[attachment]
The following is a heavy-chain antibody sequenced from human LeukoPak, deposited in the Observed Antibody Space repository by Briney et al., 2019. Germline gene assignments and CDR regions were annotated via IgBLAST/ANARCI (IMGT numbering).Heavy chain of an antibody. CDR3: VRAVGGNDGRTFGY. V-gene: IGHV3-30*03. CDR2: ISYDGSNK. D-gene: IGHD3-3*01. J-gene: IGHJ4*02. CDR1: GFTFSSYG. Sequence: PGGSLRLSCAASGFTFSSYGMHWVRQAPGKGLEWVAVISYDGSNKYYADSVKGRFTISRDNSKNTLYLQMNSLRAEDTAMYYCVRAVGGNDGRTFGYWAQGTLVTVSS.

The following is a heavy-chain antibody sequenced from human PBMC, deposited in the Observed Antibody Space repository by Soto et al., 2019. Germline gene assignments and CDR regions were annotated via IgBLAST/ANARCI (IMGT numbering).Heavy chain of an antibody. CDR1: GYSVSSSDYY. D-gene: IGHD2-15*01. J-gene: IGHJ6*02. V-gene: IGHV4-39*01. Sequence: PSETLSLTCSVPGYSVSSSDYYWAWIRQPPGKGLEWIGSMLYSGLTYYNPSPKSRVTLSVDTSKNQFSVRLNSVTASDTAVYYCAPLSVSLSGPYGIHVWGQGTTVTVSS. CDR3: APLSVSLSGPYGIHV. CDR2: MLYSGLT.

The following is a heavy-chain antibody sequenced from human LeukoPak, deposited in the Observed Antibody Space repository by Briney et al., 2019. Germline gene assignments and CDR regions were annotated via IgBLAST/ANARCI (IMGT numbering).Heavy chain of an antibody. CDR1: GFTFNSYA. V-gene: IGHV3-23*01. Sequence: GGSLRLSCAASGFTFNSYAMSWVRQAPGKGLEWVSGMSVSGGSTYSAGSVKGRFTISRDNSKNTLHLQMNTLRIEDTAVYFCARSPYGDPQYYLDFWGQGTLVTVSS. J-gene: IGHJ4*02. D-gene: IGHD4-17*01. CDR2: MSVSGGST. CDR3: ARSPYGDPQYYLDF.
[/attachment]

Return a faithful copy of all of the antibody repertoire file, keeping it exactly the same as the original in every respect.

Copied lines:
The following is a heavy-chain antibody sequenced from human LeukoPak, deposited in the Observed Antibody Space repository by Briney et al., 2019. Germline gene assignments and CDR regions were annotated via IgBLAST/ANARCI (IMGT numbering).Heavy chain of an antibody. CDR3: VRAVGGNDGRTFGY. V-gene: IGHV3-30*03. CDR2: ISYDGSNK. D-gene: IGHD3-3*01. J-gene: IGHJ4*02. CDR1: GFTFSSYG. Sequence: PGGSLRLSCAASGFTFSSYGMHWVRQAPGKGLEWVAVISYDGSNKYYADSVKGRFTISRDNSKNTLYLQMNSLRAEDTAMYYCVRAVGGNDGRTFGYWAQGTLVTVSS.

The following is a heavy-chain antibody sequenced from human PBMC, deposited in the Observed Antibody Space repository by Soto et al., 2019. Germline gene assignments and CDR regions were annotated via IgBLAST/ANARCI (IMGT numbering).Heavy chain of an antibody. CDR1: GYSVSSSDYY. D-gene: IGHD2-15*01. J-gene: IGHJ6*02. V-gene: IGHV4-39*01. Sequence: PSETLSLTCSVPGYSVSSSDYYWAWIRQPPGKGLEWIGSMLYSGLTYYNPSPKSRVTLSVDTSKNQFSVRLNSVTASDTAVYYCAPLSVSLSGPYGIHVWGQGTTVTVSS. CDR3: APLSVSLSGPYGIHV. CDR2: MLYSGLT.

The following is a heavy-chain antibody sequenced from human LeukoPak, deposited in the Observed Antibody Space repository by Briney et al., 2019. Germline gene assignments and CDR regions were annotated via IgBLAST/ANARCI (IMGT numbering).Heavy chain of an antibody. CDR1: GFTFNSYA. V-gene: IGHV3-23*01. Sequence: GGSLRLSCAASGFTFNSYAMSWVRQAPGKGLEWVSGMSVSGGSTYSAGSVKGRFTISRDNSKNTLHLQMNTLRIEDTAVYFCARSPYGDPQYYLDFWGQGTLVTVSS. J-gene: IGHJ4*02. D-gene: IGHD4-17*01. CDR2: MSVSGGST. CDR3: ARSPYGDPQYYLDF.